|Architect||Havlicek, Josef & Jaroslav Polivka|
|Address||Stepánská 33, Nové Mesto 645|
|Building Type||Perimeter block, infill|
|Number of Dwellings||c. 18|
|Section Type||flats, mixed use|
|stucco, metal, wood & metal windows|
|Ancillary Services||commercial and office use|
Josef Havlicek studied under Josef Gocar at the Prague Academy of Fine Arts between 1923-26 and thus was one of the first generation of young Czech architects to begin practicing just as Functionalism was gaining momentum as the dominant style of the new Czech Republic. Havlicek was a member of the avant-garde group Devetsil and was active in the Czech chapter of CIAM. He and Karel Honzik were partners between 1925 and 1936 and both of them were active in many of the important competitions and exhibitions of the time including the Koldom competition for collective housing and the Czech Werkbund exhibit in Brno in 1928. Karel Teige says the two architects were influenced by the work of Le Corbusier, especially his proposals for the City for 3-million and Plan Voisin, and that they tried to apply these ideas in their own work. The firm was probably best known for the design of the General Pension Institute, 1932-34 in Prague, a large public building done in the Functionalist style.
Havlicek and Honzik designed a small apartment building on Kafkova Street in Prague in 1925-26, but their designs for the Koldom collective housing competition in 1930 and the four story apartments built for the Werkbund Exhibit in Brno in 1928 reveal a developed interest in housing. Koldom was the vehicle for exploring the design of slab-type buildings and minimal dwellings, and the 4-story flats built for the Werkbund Exhibition of Contemporary Culture was the prototype of a long slab, which the architects referred to as rowhouses. A similar slab-like formation of rowhouses was later built by the architects as the Molochov apartments in the Holesovice district of Prague in 1937-38. Their commissions in the late 1920's, however, were limited to smaller projects, several small apartment buildings on infill sites.
The Habich House, named for the department store that occupied the ground floor, is a mixed use building on an infill site in the old center of Prague. Offices occupied the three floors above the department store and there were three floors of apartments above this. This differentiation of use can be clearly seen in the zoning of the street elevation. Responding to the zoning limits of 7 floors and the commercial ground floor use that is typical in the city center, the building aligns with adjacent buildings on the street and steps back at the top floor forming a continuous terrace. The "U"-shaped building opens to a courtyard in the rear. Stair towers in the corners of the "U" provide access to a double-loaded corridor plan type for the office floors and separate lobbies for the top three floors of flats. When it was built, the commercial zoning of the building, that is the bottom four floors, was a more dominate quality of the street façade. The spandrels between horizontal strip windows were filled with signs and company logos. This, along with the original steel windows and the continuous glazing of the storefront created a very flush, reflective surface. In this context, the three apartment floors which are organized as 6 alternating bays of flush wall and recessed balconies, create a deep residential cornice resting on and in contrast with the sheer commercial base. Considering Havlicek and Honzik's interest in Le Corbusier's 1920's designs, it seems at least plausible that the alternating solid/void organization of the apartment façade is derived from the spatial parti of the immeubles-villas projects of the 1920's. At the rear, the building mass steps down to a 6-floor height on the sides of the "U". In contrast to the street façade, the courtyard surfaces are less commercial, more utilitarian, a pure Functionalist infill façade.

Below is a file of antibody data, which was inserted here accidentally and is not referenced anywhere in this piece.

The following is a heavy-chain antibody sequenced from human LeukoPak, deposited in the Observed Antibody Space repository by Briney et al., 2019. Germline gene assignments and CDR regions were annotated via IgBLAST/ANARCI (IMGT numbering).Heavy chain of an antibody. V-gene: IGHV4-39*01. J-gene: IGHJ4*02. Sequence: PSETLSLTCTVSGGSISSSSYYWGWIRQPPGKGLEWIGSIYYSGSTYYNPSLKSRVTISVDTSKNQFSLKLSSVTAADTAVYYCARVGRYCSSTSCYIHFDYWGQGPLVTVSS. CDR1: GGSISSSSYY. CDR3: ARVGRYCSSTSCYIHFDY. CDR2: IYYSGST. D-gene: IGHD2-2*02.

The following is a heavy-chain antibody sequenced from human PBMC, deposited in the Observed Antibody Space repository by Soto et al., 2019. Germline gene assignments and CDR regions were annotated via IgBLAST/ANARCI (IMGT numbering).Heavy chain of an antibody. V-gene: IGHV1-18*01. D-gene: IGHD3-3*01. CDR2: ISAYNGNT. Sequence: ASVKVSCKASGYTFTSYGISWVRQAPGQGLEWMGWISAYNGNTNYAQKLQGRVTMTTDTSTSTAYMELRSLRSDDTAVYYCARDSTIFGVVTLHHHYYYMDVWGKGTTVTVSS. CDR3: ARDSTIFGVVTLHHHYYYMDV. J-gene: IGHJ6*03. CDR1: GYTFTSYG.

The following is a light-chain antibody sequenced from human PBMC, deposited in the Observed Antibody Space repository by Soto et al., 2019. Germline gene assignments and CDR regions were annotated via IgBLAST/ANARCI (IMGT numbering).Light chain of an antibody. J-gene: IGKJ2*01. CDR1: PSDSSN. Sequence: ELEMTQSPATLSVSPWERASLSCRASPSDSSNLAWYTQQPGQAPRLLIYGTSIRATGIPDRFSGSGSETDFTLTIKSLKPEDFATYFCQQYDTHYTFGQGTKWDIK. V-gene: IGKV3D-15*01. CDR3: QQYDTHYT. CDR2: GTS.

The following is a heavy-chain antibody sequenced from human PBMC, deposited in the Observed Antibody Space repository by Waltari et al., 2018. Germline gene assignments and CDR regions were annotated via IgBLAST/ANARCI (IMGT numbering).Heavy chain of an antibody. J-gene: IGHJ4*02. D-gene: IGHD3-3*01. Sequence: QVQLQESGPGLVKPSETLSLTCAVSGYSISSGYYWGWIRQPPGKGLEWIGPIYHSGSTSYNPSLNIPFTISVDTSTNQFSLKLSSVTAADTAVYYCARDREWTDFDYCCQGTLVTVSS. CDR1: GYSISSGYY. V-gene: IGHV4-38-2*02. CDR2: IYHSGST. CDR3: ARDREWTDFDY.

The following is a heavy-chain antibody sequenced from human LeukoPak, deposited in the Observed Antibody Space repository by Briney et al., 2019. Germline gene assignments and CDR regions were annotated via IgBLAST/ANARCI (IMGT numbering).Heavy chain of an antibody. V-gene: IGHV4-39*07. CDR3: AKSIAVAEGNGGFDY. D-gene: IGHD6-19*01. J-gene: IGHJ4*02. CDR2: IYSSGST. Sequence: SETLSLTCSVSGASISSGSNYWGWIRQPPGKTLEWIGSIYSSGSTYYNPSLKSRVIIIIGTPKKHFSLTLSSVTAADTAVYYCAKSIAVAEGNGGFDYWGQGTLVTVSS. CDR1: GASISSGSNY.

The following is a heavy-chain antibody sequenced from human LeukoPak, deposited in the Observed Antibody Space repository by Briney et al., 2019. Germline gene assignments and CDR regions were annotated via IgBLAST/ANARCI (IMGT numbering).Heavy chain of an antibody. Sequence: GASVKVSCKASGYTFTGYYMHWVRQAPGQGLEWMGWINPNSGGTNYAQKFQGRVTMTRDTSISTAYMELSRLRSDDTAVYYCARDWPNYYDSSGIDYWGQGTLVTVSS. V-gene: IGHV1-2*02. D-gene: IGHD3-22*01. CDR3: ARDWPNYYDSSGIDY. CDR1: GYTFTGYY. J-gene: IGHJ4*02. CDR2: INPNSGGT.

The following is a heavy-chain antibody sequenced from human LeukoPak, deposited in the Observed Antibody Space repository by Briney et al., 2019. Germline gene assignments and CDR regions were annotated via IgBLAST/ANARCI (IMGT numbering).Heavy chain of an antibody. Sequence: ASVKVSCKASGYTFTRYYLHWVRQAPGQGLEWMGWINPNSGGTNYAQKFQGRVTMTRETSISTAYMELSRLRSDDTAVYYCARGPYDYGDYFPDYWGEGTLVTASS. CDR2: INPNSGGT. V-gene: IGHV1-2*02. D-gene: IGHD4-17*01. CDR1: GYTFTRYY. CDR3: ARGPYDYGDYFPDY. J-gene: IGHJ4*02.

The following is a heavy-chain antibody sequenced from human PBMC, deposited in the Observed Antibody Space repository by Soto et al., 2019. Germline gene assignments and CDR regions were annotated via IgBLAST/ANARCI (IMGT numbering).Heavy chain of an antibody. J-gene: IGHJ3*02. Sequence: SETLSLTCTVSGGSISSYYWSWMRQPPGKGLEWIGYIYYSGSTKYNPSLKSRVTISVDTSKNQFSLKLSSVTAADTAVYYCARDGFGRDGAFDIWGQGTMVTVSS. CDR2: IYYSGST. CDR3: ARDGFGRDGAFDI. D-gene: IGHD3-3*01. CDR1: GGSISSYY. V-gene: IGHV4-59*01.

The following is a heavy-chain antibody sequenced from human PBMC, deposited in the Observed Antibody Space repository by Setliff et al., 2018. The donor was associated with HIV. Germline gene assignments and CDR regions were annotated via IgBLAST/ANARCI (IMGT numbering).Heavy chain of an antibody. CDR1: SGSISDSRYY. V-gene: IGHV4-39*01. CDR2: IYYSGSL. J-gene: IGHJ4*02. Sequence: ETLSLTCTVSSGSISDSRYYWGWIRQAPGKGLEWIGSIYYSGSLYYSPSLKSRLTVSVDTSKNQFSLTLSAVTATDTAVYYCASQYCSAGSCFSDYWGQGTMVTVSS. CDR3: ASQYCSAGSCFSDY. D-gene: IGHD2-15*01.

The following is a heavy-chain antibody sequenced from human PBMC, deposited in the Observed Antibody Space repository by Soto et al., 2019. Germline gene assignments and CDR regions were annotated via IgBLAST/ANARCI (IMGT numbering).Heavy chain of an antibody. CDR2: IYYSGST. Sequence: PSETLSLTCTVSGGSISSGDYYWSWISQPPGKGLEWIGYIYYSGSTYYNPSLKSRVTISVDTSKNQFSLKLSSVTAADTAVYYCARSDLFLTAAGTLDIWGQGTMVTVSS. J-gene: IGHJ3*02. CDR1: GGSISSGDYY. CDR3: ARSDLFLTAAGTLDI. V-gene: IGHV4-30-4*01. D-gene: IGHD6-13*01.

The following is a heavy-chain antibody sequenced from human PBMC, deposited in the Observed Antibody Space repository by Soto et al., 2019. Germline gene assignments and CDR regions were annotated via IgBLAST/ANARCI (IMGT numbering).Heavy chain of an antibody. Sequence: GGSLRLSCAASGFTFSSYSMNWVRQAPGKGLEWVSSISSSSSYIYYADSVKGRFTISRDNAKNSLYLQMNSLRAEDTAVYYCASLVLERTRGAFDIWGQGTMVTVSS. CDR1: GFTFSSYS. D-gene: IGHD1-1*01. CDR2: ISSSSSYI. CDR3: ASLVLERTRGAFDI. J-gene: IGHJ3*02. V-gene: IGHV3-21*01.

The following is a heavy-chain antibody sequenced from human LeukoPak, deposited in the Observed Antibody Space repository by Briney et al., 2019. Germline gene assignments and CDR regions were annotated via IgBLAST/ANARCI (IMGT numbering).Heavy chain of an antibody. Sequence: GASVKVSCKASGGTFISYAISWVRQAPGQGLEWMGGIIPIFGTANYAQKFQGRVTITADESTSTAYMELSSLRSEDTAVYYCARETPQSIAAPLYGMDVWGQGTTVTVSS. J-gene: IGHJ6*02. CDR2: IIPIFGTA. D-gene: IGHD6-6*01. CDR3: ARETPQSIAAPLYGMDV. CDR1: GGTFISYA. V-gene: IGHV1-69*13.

All the signs are gone from the street façade now and the reflective white surfaces have turned to soot-impregnated stucco, the result of 60 years of occupation and lack of maintenance. Wood windows have replaced the original thin steel sections, and the awnings of the department store are missing, so that many of the features that helped create this dynamic façade are missing. Even so, the idea of the section can still be clearly seen; the quintessentially metropolitan model of mixed use occupancy that must have appealed to Functionalist sensibilities. The rear façade, which is never published, pays less pretentious homage to its utilitarian roots; the ultimate function-dictates-form exercise.
Kohout, Michal & Vladimir Slapeta, Prague, 20th Century Architecture, Springer, New York, 1999, p. 32.
Teige, Karel, Modern Architecture in Czechoslovakia and Other Writings, Getty Research Institute, Los Angeles, 2000.
Svácha, Rostislav, The Architecture of New Prague 1895-1945, MIT Press, Cambridge, Mass., 1995.